Panel rejects dispensary request

After spending more than $25,000 to renovate an abandoned gas station into what he had hoped would be a thriving business location, an area businessman said he will likely sell the building.
Justin Greenfield said he doesn’t have a choice but to put the property at 10 N. Kimbell Road on the market after the Yukon Board of Adjustments rejected his request for a variance to the city’s medical marijuana law.
Greenfield had planned to lease the building to a com-
pany called Hunter Grace LLC, which would operate as a medical marijuana dispensary.
However, the building site is less than 300 feet from an existing medical marijuana dispensary.
In addition, the building also is within 300 feet of a church. Both would be a violation of the city’s ordinance that regulates where dispensaries can be located.

The city ordinance says the minimum distance between a dispensary and another dispensary, or a church, park or daycare is 300 feet.
Greenfield said to get a city business permit, he needed a variance.
Greenfield said he bought the property and invested heavily in renovating the building after receiving assurances from city officials that he fell outside of the limitations.
However, once actual measurements were taken, the distance was too close.
His attorney also argued that how the property distance is measured is questionable.
The distance is from the closest entrance to the property.
Greenfield’s attorney also pointed out that the business would be located across a heavily traveled highway from the church, and there was a large lot separating the building from the other dispensary.
However, the board of adjustments appeared early in the meeting to oppose allowing the variance, more so because of the church’s location.
The Good Fight Church is located about 250 feet to the south, across Main Street, from the building.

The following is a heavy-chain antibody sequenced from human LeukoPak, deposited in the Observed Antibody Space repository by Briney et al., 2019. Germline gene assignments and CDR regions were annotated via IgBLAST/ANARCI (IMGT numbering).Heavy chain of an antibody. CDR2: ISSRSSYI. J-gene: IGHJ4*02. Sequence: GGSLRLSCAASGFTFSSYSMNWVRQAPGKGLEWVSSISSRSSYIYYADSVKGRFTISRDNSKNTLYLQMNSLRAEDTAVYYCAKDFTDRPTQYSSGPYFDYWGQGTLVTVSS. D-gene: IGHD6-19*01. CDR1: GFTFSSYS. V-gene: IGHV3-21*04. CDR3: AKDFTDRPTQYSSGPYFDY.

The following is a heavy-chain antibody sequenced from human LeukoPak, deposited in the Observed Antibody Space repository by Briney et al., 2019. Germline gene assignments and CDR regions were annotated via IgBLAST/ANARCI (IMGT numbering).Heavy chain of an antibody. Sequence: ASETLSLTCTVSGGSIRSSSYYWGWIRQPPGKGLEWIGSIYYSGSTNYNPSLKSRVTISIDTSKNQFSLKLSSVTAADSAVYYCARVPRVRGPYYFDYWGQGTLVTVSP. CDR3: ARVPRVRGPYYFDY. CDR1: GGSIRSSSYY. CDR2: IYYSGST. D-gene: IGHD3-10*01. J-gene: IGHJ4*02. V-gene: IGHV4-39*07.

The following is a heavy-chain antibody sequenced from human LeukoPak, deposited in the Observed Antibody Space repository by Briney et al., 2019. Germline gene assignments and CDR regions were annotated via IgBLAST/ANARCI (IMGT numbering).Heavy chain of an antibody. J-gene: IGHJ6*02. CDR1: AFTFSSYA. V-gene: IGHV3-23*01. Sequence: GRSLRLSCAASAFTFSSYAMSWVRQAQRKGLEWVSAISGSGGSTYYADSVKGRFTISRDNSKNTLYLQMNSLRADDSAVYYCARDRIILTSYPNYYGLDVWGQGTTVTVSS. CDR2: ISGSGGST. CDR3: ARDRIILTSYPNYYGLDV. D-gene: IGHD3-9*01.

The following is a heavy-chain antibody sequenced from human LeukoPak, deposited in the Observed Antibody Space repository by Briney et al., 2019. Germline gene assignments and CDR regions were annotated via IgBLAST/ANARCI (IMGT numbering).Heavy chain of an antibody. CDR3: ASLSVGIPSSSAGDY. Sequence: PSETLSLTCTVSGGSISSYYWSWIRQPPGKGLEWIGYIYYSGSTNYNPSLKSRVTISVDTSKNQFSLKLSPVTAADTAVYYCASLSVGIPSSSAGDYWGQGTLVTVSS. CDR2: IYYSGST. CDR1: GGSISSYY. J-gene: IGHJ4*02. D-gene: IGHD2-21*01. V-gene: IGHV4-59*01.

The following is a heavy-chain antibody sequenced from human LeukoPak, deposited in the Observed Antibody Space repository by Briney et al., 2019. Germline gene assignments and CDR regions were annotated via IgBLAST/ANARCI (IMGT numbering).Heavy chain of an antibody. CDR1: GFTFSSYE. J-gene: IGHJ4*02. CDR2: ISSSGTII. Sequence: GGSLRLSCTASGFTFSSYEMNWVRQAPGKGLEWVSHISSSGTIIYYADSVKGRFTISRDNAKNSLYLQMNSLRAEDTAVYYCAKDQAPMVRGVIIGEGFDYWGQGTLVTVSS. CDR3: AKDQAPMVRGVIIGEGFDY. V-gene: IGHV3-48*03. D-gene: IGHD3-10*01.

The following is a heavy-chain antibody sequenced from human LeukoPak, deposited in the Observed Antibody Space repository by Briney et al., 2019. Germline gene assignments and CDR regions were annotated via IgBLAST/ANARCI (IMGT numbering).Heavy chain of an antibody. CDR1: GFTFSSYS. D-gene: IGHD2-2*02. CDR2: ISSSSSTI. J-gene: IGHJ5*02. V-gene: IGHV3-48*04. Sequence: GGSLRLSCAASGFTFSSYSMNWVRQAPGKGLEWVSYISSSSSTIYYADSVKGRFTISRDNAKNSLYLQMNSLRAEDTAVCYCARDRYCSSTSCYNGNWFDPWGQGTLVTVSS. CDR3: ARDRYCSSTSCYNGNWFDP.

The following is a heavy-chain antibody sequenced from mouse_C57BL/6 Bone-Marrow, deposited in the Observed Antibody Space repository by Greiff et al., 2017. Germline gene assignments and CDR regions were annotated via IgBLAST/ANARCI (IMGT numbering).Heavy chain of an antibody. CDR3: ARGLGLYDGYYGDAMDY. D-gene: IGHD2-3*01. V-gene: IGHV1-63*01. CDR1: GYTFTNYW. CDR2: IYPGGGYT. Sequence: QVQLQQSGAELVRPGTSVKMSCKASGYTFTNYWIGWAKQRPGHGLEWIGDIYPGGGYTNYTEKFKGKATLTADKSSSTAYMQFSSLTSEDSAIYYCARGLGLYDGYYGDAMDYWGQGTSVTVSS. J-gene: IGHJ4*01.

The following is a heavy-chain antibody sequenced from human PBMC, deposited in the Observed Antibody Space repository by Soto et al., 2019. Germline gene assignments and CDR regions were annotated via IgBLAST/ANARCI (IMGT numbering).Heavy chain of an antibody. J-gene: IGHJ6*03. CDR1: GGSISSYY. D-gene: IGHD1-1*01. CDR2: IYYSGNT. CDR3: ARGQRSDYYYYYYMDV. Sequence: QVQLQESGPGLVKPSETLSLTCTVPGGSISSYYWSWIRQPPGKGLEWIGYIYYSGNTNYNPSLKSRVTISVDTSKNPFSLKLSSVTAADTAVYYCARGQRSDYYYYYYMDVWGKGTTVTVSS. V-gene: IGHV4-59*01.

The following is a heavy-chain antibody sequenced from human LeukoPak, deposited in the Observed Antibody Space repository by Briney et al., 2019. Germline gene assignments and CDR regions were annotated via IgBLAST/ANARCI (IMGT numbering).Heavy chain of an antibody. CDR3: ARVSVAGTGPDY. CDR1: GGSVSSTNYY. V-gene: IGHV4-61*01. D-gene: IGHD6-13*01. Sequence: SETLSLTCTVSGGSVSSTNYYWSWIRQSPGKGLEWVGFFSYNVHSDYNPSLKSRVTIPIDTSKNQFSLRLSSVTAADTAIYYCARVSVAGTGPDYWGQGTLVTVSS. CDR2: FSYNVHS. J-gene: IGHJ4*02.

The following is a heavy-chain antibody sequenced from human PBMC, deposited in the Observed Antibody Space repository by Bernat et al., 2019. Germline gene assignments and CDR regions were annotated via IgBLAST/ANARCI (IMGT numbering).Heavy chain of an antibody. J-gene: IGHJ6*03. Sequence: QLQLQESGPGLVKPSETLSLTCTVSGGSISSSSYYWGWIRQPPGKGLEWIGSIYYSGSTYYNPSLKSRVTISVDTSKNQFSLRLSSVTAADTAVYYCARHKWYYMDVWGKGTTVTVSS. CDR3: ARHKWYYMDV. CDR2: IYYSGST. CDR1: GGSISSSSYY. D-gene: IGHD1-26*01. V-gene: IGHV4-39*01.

Another church is to be located to the west of the Good Fight Church in the near future and the Cowboy Church is located just to the east.
Joe Horn, who chairs the panel, said he wasn’t as concerned about the distance to the other dispensary as he is with the distance to the churches.
“I don’t like this being next to a church,” Horn said.
Other members of the panel agreed.
Mitchell Hort, who is the director of development services, said how the city measures distances is set out by the city ordinance.
The ordinance, itself, was challenged last year shortly after it was enacted. District Judge Paul Hesse upheld it as being valid.
The ordinances limits where medical marijuana businesses can locate. The distances between similar businesses, as well as churches, parks, daycare centers, jails and recreational facilities is set by the city.
However, it also limits how close the business can be to a school. That distance, which is 1,000 feet, is set by the state.
Meanwhile, the owner of the existing dispensary also urged the panel to reject Greenfield’s request, saying that having two dispensaries so close to one another would hurt business for both.
The panel eventually voted unanimously to follow the city’s staff recommendation to reject the variance.
After the meeting, Greenfield said that while he wanted to do business in Yukon, bringing about 12 new jobs to the community, it isn’t to be.
“I will probably sell it. I don’t really have any other choice,” Greenfield said of the building.

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